In an interview with Stacey Hayashi, whose movie, “Go For Broke — An Origin Movie,” will premiere at the Hawaii International Film Festival, Tateishi recalled being at home in ‘Aiea when the bombs began falling on Pearl Harbor on Dec. 7, 1941.
Hayashi reposted her June 2016 interview with Tateishi, then 99 years old, on her Facebook page. In it, he said he saw “black smoke and fire in the sky” and the planes were flying so high that anti-aircraft guns were unable to reach them.
“I told my folks, this must be a maneuver,” Tateishi said, “since no planes were being hit. I was then told by a fellow draftee we had to report to Schofield because there was a war . . . . At Wahiawä I could see the red dot under the wings.”
According to Hayashi, Tateishi was the last surviving veteran of A Company, 100th Battalion. He was in the 298th Infantry of the Hawai‘i National Guard and reported to Schofield Barracks on Dec. 7, 1941. Tateishi died in October 2016.
The last of the awardees, Staff Sgt. Masayoshi “Masa” Nakamura, was born in Hilo. His family moved to Waialae in Honolulu when his was 2 years old. In 442nd veteran Eddie Yamasaki’s book, “And Then Were Eight,” Nakamura noted that he had three brothers, one of whom was drafted into the 100th Battalion, and two sisters. Nakamura, a 442nd volunteer, enlisted in March 1943, even though he was eligible for an exemption from military service because, after graduating from McKinley High School in 1939, he was working for the Honolulu Board of Water Supply.
Nakamura served with the 442nd’s I Company, 3rd Battalion. He was wounded three times, the first time in October 1944 in the Vosges forests during the rescue of the “Lost Battalion.”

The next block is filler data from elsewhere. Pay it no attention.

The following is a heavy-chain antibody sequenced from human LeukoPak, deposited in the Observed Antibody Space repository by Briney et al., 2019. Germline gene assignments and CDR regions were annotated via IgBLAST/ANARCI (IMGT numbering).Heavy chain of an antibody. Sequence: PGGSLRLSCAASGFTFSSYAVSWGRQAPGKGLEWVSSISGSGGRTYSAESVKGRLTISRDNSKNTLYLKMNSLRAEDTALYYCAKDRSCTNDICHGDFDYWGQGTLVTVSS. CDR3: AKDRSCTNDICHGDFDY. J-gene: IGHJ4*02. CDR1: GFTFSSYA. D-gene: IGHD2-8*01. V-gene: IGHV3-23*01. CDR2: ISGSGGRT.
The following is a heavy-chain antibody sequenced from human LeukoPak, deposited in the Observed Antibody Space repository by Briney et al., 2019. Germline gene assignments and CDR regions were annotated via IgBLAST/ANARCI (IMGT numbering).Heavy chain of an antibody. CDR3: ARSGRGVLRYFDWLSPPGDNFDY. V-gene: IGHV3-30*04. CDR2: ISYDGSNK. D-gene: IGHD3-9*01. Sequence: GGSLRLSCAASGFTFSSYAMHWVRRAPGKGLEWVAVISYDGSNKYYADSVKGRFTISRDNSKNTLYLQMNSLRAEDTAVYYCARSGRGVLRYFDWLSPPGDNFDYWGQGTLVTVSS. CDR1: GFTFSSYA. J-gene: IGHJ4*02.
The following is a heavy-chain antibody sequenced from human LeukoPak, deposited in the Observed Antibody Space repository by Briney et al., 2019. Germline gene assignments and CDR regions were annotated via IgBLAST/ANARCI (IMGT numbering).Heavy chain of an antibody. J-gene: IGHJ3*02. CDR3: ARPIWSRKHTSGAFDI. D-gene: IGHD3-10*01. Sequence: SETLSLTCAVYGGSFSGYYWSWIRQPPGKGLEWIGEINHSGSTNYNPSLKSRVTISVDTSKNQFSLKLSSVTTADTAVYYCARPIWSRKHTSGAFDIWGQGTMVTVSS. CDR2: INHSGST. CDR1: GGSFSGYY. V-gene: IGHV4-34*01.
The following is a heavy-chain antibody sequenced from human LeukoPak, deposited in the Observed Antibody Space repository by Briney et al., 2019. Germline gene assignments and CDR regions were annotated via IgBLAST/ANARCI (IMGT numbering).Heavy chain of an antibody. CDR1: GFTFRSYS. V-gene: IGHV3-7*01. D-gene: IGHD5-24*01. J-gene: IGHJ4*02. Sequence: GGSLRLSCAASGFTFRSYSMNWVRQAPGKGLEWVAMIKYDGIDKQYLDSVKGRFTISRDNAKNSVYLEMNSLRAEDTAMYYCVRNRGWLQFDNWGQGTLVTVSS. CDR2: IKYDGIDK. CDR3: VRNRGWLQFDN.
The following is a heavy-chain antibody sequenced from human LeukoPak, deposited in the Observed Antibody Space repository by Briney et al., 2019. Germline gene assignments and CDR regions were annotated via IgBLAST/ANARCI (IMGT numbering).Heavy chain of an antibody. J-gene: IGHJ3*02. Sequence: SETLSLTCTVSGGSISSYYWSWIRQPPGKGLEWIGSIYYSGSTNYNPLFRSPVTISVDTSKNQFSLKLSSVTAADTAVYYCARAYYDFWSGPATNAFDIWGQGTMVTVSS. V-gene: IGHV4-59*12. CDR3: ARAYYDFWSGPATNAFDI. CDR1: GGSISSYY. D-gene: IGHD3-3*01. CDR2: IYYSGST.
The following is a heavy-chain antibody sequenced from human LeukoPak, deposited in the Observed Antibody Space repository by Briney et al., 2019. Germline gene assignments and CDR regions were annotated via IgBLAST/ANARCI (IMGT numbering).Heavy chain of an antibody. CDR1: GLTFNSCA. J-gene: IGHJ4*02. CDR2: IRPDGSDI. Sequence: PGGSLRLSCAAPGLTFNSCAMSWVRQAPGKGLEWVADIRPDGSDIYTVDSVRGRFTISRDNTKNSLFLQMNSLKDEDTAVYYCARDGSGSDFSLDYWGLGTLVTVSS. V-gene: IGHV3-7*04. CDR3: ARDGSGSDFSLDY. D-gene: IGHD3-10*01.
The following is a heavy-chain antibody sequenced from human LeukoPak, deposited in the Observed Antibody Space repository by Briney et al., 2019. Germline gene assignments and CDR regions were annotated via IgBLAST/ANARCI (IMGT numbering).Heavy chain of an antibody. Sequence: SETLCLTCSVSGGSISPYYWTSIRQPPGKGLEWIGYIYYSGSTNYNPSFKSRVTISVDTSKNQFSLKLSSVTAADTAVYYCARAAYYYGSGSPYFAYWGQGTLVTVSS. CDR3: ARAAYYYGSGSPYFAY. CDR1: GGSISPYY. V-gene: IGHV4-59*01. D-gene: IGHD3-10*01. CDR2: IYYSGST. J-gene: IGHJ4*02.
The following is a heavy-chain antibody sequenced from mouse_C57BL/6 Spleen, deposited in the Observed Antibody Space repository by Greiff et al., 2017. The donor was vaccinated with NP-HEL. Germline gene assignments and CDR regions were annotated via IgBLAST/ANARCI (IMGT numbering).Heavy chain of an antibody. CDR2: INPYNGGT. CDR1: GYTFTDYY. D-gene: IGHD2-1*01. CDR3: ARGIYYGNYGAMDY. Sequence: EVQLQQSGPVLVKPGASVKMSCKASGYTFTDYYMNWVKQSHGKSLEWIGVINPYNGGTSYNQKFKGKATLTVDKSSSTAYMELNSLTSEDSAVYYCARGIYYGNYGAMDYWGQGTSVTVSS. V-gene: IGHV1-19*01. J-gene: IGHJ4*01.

Nakamura worked for the city after returning from the war. He and his wife Helen also started a business, Nakamura Nursery, which is still in operation on Date Street.
U.S. Rep. Colleen Hanabusa, whose uncles fought at Bruyeres, said these soldiers “are called ‘the greatest generation’ — one that many of us say we will never see again — for their acts of valor.”
The soldiers “represent the best not only of what our country has,” Hanabusa said, “but what Hawai‘i has. Remember what they had to do in order to gain the right to fight. How many of us would fight to fight?”
In his tribute, Gov. David Ige, whose father served in the 100th Battalion, thanked the French government “for never forgetting the deeds, commitment and courage of those who served and for what they have done to give us the legacy of Japanese Americans.”
The Legion of Honor was created in 1802 by Napoleon Bonaparte. It is conferred upon men and women, French citizens as well as foreigners, for outstanding achievements in military or civilian life.
American recipients have included Gens. Dwight D. Eisenhower and Douglas MacArthur, Adm. Michael Mullen and the United States Military Academy at West Point. In its history, there have been approximately 93,000 Legion of Honor recipients. The medal has also been presented to celebrities.
Among the Hawai‘i veterans to receive the award was the late U.S. Sen. Daniel Inouye, who was also awarded the Medal of Honor for his service with the 442nd in France and Italy, where he lost his right arm in combat. Inouye received his Legion of Honor from French President Nicolas Sarkozy in 2011.
Veterans or their family members can apply by writing to the Consulate General of France, 88 Kearny St., Suite 600, San Francisco, CA 94108. Veterans or their family members can contact Jeff Morita at email@example.com for assistance.
Copies of the veteran’s military separation record (honorable discharge) and a current identity document with a photograph must accompany an application for the medal. If possible, it should also contain copies of citations for decorations already received in France or in the United States, indicating meritorious action during wartime operations.
Gregg K. Kakesako worked for the Honolulu Star-Bulletin, Gannett News Service and the Honolulu Star-Advertiser for more than four decades as a government, political and military affairs reporter and assistant city editor.